There is a study that showed that even if a news article is neutral in perspective, if the readers' comments at the end of the article feature uncivil commentary, then people respond differently and more unfavorably. What I'm trying to do is demonstrate that we can have dialogue that doesn't have its basis in name calling. You have to be able to talk to people, even if they're on the other side. Life isn't a split-screen cable news punditry program.


Are we at a time where the process of sharing information is intended more to provoke than to inform, and if so, how do we dig ourselves out of it?

I don't think that we're necessarily in a new quagmire. We're repeating the periods of our past with new tools at our disposal. When we saw the "Black Lives Matter" movement emerge a few years ago, it mirrored what happend in the early part of the last century, which was mirrored by what hapened in the Civil Rights Movement.

It's important not to single out this era from the standpoint of, 'We've never seen anything like this before.' The truth is that we have, but it hasn't been with the kinds of access that we have to each other now. In many positive ways, however, we're also seeing movements connect with each who may have never connected with each other before, through social media.


You gave an address at a TEDx Wilmington conference last August entitled, "Reimagining Citizenship: A New Algorithm for Civic Life," were you said that you're seeing possible solutions to the divide come in the form of a new narrative -- a new way of communicating -- between people.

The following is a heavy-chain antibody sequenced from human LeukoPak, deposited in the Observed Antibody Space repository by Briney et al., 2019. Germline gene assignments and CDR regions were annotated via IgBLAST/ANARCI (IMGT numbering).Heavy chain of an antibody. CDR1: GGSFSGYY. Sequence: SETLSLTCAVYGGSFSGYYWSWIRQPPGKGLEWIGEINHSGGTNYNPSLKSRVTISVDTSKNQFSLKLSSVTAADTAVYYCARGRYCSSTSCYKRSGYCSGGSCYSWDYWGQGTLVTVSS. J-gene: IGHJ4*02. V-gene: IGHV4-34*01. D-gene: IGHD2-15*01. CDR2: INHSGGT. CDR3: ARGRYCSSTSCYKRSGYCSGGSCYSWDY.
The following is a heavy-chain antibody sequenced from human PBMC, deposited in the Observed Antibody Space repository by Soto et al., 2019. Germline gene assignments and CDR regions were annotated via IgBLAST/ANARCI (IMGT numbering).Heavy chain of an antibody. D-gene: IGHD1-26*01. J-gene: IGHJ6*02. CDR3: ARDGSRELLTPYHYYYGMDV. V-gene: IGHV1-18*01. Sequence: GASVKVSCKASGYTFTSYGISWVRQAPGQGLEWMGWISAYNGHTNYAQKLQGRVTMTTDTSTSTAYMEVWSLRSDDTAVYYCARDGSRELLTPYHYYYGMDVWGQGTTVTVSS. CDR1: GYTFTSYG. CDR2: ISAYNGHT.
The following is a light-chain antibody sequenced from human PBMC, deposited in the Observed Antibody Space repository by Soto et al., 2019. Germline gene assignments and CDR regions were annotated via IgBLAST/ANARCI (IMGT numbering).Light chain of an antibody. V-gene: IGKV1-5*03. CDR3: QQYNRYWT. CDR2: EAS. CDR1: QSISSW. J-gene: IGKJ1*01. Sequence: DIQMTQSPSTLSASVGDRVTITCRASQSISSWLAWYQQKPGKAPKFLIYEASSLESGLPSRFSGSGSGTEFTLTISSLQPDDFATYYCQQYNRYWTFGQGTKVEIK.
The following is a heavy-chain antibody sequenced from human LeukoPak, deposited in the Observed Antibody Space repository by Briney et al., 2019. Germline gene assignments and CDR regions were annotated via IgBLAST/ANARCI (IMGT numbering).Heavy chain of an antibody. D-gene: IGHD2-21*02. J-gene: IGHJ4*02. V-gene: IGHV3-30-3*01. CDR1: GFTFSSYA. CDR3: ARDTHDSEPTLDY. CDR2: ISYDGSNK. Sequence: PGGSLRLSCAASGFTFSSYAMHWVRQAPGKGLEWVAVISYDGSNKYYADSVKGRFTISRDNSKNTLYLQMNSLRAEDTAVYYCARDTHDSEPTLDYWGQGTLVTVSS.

At that talk, I wanted to get people to think about, 'We're in the 21st Century. How do we plan to effectively communicate with other people?' In the National Agenda series, I encourage the audience to listen to a variety of voices, and follow news media from other countries to gain new persective, as a means of diversifying our portfolio of media resources. I offer ideas on how to have civil conversations, and not to go into a conversation trying to persuade someone. Rather, I encourage them to go into a conversation with curiosity and empathy. You may end up changing that other person's beliefs, but it's not going to happen if you go into it with your fists ready. It's as simple as working with each other and seeing our shared humanity. If we don't do that, we just become objects to each other.

At the conclusion of my talk, I said that sometimes, you need to get away. We're social creatures, and we want to engage with other people, so I told them to 'Put it down and turn it off.'

I am an optimist in my belief that we can do this, but we have to get out of this mindset that proclaims that we are at war with each other. If we set aside our differences and concerns and fears we have now, we can look at that person who is sitting across the table from us who is not a supporter of our candidate, and talk to that person as a human being. Then we can begin to make positive changes. We're all seeking truth. We need to realize that we're all looking for the same thing -- to understand what we're doing here and how we got here.


How are you seeing this manifested in your students and in your classroom?

The thread running through all I do is to demonstrate how we can communicate more effectively with each other. I think and I hope that it will make an impact on these students. They're a larger voting bloc than the Baby Boomers are right now. I want to send my students out into the world prepared to run for office, to be volunteers in their communities. I want to inspire them and give them the efficacy and the courage and the confidence to go out and achieve, and from what I'm seeing, they're going to do it. I am very confident in these young people.